8 Methods to Lower Temperature in Your Grow Tent
Maintaining an ideal growing environment in your grow space is probably the most challenging aspect of growing cannabis indoors. It’s also the most important aspect. It’s no wonder I get so many questions from growers asking for help lowering their grow tent temperature.
There are several practical steps you can take to lower your grow tent temperature. Some of the most practical methods to lowering grow tent temperature include moving the tent to a cooler area of your house, switching from an HPS to LED grow light, or ensuring your grow tent fan is blowing air out the window instead of into the room where your tent is located. There are more actions you can take and I’ll outline them below.
For the record, an ideal temperature for growing cannabis is between 70 and 80 degrees Fahrenheit, or 21 to 27 degrees Celsius. Growers using CO2 can run slightly higher temperatures in their tent. Keeping steady temperatures in your grow tent is important to avoid plant stress. Frequent swings in temperature result in reduced yields.
I’ll start with the most practical methods to lowering grow tent temperature, and end with less practical:
Method 1: Relocate Your Grow Tent
Consider moving your grow tent to the coolest area of the house. For example, your basement, or maybe close to some air vents if you have central air conditioning. You should also consider placing it near open windows.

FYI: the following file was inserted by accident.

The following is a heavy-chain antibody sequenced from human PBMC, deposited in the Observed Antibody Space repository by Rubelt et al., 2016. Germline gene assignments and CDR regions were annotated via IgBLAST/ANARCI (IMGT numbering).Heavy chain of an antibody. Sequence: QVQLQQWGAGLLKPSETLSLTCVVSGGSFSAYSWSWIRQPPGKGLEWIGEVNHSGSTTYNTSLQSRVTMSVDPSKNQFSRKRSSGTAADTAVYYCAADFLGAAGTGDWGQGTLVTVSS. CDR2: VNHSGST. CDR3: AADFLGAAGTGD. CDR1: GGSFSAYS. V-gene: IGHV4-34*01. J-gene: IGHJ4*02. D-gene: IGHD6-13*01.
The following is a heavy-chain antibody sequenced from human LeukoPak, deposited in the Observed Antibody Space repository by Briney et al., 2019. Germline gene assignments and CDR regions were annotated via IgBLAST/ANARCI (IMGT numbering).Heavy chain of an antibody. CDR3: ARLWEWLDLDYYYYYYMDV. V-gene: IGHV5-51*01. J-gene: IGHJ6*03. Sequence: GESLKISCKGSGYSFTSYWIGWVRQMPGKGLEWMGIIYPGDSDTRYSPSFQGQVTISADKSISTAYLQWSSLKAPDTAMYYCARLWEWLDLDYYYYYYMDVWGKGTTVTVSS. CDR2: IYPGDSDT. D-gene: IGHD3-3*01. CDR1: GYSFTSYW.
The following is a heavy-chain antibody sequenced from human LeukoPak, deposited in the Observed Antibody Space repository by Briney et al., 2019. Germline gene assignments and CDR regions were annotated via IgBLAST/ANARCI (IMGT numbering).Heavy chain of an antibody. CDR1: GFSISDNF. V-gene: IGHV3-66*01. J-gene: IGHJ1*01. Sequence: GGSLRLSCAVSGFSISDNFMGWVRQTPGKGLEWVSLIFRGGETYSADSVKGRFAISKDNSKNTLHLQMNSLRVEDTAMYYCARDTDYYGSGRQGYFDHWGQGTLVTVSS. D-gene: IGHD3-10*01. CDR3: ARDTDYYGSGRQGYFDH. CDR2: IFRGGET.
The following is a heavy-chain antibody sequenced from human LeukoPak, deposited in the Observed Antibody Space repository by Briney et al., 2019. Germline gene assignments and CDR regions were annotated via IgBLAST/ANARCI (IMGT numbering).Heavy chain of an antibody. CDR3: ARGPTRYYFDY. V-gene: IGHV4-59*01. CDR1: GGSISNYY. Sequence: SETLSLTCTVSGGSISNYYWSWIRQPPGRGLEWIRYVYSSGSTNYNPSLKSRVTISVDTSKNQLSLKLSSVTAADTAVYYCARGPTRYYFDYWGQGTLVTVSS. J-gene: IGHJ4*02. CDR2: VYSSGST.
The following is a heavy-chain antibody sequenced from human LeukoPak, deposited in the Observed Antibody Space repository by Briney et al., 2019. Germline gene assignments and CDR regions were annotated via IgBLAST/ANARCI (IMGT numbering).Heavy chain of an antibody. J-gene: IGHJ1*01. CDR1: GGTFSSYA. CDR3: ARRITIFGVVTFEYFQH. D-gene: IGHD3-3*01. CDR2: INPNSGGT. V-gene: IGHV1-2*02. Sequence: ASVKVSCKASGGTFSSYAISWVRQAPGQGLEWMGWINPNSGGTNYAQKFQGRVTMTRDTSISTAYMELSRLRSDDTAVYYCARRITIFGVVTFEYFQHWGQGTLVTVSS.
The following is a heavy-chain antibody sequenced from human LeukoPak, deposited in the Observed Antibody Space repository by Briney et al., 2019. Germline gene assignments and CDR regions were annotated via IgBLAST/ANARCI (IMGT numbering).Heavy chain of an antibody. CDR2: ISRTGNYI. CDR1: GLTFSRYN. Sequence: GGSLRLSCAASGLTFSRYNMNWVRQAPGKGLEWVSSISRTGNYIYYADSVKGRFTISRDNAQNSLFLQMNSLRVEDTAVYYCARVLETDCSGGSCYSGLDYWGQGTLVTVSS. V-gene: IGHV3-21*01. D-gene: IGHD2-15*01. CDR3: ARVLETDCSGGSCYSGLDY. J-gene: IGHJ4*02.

Being near open windows will allow your grow tent to take advantage of cool seasonal climates. It’ll also allow you to easily route your ducting from inside the tent straight out the window.
Method 2: Route Grow Tent Ducting Out The Window:
You don’t want to defeat the inline fan purpose by simply blowing the air from your grow tent into the room where your grow tent is located. Because the air in the room where your tent is located is the air that’s being sucked back into your grow tent to balance the negative air pressure created by your inline fan.
You should take your ducting, or buy additional ducting if necessary, and point it out a nearby window. This way the air that’s getting pulled back into your tent doesn’t mix with the hot tent air, and it becomes easier to maintain your grow tent temperatures.
Method 3: Turn on Your Air Conditioner:
Keep the room where your grow tent is located cool. The easiest way to do this is by opening a window during the cold season, or by purchasing a portable air conditioner to keep the room cool. If that doesn’t help, consider placing the portable air conditioner inside the grow tent.
The air in this room is what gets pulled back into your tent when the inline fan blows out hot air and creates negative air pressure in your grow tent. Cooler air gets pulled in through the screen windows on the bottom of your grow tent.
Method 4: Make an Ice Box (with ice or dry ice):
This method will require a bit of creativity, but definitely works if you’re up for the task. Using dry ice will require far less maintenance because you won’t need to replace the ice as often.
Using dry ice to lower grow tent temperature also has a dual benefit of producing CO2 which allows plants to thrive at higher temperature than normal (85 to 90 Fahrenheit)!
What you’ll need:
How to assemble:
This can be as simple as placing your ice into a container or chest and focusing an oscillating fan on it. If you want to get more creative, you may choose to seal the chest, cut a hole in each side, place a fan in one hole and allow air to escape through the other.